Australian class action firm announces suit v. Australian class action firm

December 23, 2015

(Reuters) – In 2007, when the Australian class action firm Slater & Gordon conducted an initial public offering and began trading shares on the Australian Stock Exchange, it was supposed to be the beginning of a new era for international law firms. In the U.S., contingency fees and the American rule permit firms representing plaintiffs to take on risky representations and, when their cases succeed, to capitalize more of the same. But in countries where contingency fees aren’t allowed and losing parties are on the hook for their opponents’ fees, the risk analysis is different. By raising capital on a public exchange, Slater & Gordon was testing a new way to spread litigation risk.

Investor money helped Slater & Gordon expand its practice within Australia and move into the U.K. but its public-market model didn’t exactly revolutionize the legal business. A few smaller Australian firms also IPO’ed, and earlier this year, as Reuters reported, Gateley Holdings became the first British firm to go public, raising about $40 million in an IPO on a junior London exchange. The U.S. plaintiffs’ firm Jacoby & Meyers sued over restrictions on public investment in American firms, but (despite support for the idea from at least one admittedly self-interested legal scholar) didn’t make much headway. The rise of well-capitalized third-party litigation funders to insure plaintiffs’ firms against loser-pays disasters has, in many ways, obviated the need for law firms to go public.

Now there’s another reason for firms to be leery of turning to the public market: On Wednesday, Slater & Gordon’s leading rival, the Australian plaintiffs’ firm Maurice Blackburn, called for Slater investors to register for a securities class action against the firm. A different Australian class action firm, ACA Lawyers, has also announced an investigation of Slater & Gordon.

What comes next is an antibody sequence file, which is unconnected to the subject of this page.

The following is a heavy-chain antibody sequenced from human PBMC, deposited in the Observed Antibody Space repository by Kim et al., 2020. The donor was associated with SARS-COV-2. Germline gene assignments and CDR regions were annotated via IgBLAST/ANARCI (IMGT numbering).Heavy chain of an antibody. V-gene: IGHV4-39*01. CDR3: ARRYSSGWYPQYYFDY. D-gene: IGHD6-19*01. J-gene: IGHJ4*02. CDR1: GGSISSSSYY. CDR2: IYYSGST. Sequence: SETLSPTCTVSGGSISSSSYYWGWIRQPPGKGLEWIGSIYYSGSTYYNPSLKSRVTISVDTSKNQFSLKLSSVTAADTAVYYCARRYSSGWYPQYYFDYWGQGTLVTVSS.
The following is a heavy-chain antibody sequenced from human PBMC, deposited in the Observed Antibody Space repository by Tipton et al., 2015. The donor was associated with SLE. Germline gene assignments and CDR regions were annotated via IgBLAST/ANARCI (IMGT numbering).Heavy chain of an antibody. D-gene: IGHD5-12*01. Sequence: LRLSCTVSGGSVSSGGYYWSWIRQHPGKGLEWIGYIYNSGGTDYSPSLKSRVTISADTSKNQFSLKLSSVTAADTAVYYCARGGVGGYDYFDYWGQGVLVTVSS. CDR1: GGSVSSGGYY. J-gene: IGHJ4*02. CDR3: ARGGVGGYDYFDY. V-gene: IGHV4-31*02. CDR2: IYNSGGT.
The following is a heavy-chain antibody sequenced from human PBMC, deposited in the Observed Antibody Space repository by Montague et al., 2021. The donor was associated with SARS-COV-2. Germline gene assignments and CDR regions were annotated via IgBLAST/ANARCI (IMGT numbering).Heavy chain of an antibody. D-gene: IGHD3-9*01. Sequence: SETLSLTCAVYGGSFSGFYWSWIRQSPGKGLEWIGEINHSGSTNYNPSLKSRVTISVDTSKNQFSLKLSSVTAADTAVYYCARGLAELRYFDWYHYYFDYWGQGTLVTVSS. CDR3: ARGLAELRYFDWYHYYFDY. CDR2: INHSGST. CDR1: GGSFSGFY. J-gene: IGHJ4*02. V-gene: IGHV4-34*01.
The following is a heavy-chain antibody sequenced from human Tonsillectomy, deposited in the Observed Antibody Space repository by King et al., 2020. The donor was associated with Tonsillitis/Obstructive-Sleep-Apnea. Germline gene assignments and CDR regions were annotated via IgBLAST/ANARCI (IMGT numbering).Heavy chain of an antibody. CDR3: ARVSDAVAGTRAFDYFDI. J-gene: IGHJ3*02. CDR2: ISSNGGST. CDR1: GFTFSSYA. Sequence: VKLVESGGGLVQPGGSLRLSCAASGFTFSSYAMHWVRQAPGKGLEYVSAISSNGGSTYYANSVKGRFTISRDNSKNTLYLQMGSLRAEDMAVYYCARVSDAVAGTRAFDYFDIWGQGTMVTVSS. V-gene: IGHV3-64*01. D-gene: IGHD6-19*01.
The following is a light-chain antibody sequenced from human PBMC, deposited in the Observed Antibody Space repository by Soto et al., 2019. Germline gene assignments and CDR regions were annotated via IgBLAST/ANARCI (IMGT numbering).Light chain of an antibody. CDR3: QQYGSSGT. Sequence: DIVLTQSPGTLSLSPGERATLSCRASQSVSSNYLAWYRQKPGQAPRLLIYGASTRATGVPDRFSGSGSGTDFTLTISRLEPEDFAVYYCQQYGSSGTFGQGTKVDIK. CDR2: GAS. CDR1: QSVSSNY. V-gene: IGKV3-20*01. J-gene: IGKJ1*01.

The threatened litigation follows a stunning 90 percent collapse in Slater & Gordon’s share price since last spring, when the law firm raised nearly $1 billion to acquire the professional services division of the British insurance claims processor Quindell. After the acquisition, U.K. regulators announced an investigation of Quindell’s accounting practices that called into question the unit’s viability. Soon after, Australian regulators launched an unrelated inquiry into Slater & Gordon’s Australian auditor.

The firm issued reassuring statements in response to both investigations, but as the American Lawyer detailed in a long piece last July about the firm’s problems, short sellers began circling. Last month share prices fell further when Slater & Gordon withdrew its earnings guidance for the year. In all, according to the Australian Business Review, Slater & Gordon has lost about $2 billion in market capitalization this year.

Those are the kind of losses that inspire securities class actions, as Slater & Gordon well knows. Pretty much every news story I read about prospective shareholder litigation against the plaintiffs’ firm, including Kevin LaCroix’s post this morning at the D&O Diary, worked in the word “irony” in contemplation about the first-ever class action against the first-ever publicly traded plaintiffs’ firm.

Slater & Gordon’s public response to the announcements by Maurice Blackburn and ACA Lawyers was to acknowledge the firms’ “recent media statements” but to inform shareholders that it “has not been notified of any legal proceedings.”

For American law firms, as LaCroix pointed out, Slater & Gordon’s particular pickle – a potential shareholder class action – isn’t anything to worry about because U.S. firms aren’t publicly listed. But as LaCroix’s D&O Diary post mentioned, outside litigation funding, whether it’s for a single case, a docket or a firm itself, is an increasingly common way for plaintiffs’ firms to raise capital and share risk.

Slater & Gordon’s predicament is a scary reminder that other people’s money isn’t free.

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